In most countries a seventh century Christian monastery would be a place of pilgrimage, or at least a tourist attraction. But this is Iraq, and ISIS is only 20 kilometres from here. There are no tour buses. There is no-one else here.
Well, there may be a few nuns, be we don’t see them. But there is a guide, though he doesn’t speak any English. Fortunately one of our group speaks a little Arabic, enough to give us the highlights.
The tour is rudimentary. I’d like a bit more time than the hour or so that we have, I’d like to spend the entire day here, exploring the caves and soaking up the atmosphere. I know that’s not going to happen – I’ve been in groups before.
Our guide, hearing that we are from Canada, is excited. His wife and two-year-old daughter are in Canada he says. He sent them there when it looked like ISIS was going to capture the village. He wants to join them at some point, but he doesn’t have the money. I didn’t find out whether he has another source of income besides the tips he receives here, but he certainly won’t get rich from tourists in Iraq at this point. Even if we tip generously, it’s probably the only income he’ll have today, and maybe tomorrow as well. Or even the entire week. No-one who watches the TV news is going to come anywhere near this place.
Iraq is a country steeped in history going back 3,000 years and more. It should be a place teeming with tourists who want to learn more about the roots of civilization. The war with ISIS has pretty much put an end to that. When I looked at a few tourist websites I didn’t find any that had been updated since 2011. Understandable I guess – when tourists think of taking a risk it is more along the lines of bungee jumping or zip lining, not looking at ancient artifacts in a war zone. The bus from Erbil to Duhok goes through Mosul, according to one site I was looking at. Probably not anymore though, ISIS captured Mosul in 2014.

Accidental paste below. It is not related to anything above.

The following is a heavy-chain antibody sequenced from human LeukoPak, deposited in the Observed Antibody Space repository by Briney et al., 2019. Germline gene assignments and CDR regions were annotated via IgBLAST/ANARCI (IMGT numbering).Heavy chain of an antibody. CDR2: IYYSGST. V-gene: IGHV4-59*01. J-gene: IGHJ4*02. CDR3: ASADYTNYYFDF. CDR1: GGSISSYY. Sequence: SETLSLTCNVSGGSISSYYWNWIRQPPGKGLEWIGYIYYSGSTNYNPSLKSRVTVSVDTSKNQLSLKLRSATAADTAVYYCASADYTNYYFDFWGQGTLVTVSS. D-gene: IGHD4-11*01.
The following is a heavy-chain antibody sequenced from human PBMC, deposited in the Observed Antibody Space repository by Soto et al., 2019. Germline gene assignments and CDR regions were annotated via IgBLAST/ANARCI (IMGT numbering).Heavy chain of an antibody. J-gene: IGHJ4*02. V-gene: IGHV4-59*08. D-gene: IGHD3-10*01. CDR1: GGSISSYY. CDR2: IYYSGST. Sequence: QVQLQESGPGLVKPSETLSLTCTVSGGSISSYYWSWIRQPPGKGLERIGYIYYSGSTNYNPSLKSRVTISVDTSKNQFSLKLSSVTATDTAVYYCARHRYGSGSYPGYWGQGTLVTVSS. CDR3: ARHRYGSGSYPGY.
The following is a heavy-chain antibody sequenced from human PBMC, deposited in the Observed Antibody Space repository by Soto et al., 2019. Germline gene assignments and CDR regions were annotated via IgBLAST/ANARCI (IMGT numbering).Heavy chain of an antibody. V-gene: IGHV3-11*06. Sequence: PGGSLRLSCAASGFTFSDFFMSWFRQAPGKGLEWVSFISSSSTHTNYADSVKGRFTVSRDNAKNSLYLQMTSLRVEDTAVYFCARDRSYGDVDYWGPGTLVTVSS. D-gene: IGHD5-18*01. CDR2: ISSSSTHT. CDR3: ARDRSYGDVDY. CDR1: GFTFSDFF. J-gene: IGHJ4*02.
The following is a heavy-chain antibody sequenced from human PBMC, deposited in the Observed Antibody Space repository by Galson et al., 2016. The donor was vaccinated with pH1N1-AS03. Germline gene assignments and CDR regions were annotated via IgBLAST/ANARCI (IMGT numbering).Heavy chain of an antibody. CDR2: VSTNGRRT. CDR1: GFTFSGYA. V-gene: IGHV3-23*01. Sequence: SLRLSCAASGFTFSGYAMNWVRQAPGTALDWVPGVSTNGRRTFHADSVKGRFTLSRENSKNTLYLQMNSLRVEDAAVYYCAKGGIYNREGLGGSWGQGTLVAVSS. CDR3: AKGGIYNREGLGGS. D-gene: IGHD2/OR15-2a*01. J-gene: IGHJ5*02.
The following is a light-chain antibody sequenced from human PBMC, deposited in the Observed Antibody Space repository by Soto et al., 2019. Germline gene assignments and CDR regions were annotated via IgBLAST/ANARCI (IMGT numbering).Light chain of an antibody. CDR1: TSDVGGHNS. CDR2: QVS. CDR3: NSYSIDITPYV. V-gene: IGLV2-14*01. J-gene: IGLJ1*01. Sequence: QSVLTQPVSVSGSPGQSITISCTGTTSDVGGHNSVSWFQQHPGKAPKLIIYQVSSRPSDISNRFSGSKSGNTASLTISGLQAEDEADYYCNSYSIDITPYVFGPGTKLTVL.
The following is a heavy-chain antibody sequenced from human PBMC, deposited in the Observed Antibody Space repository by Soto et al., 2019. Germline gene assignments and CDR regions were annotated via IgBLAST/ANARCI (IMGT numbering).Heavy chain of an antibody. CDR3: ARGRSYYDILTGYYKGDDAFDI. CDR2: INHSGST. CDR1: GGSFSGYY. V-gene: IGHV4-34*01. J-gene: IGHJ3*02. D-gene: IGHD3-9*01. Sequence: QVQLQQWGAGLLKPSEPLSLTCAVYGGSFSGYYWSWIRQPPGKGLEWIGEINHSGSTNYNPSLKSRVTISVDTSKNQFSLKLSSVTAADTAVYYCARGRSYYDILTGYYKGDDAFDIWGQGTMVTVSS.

The monastery draws me into it. What must it have been like to have been here 1400 years ago? When I think of it, the terrain was probably pretty much the same. So I suppose was the political situation – with the death of Mohammed his heirs and successors were on the move to conquer more territory. Seems like nothing much has changed; it’s still dangerous to be a Christian in the Middle East. In the face of persecution the Church continues to stand as a beacon of hope and love.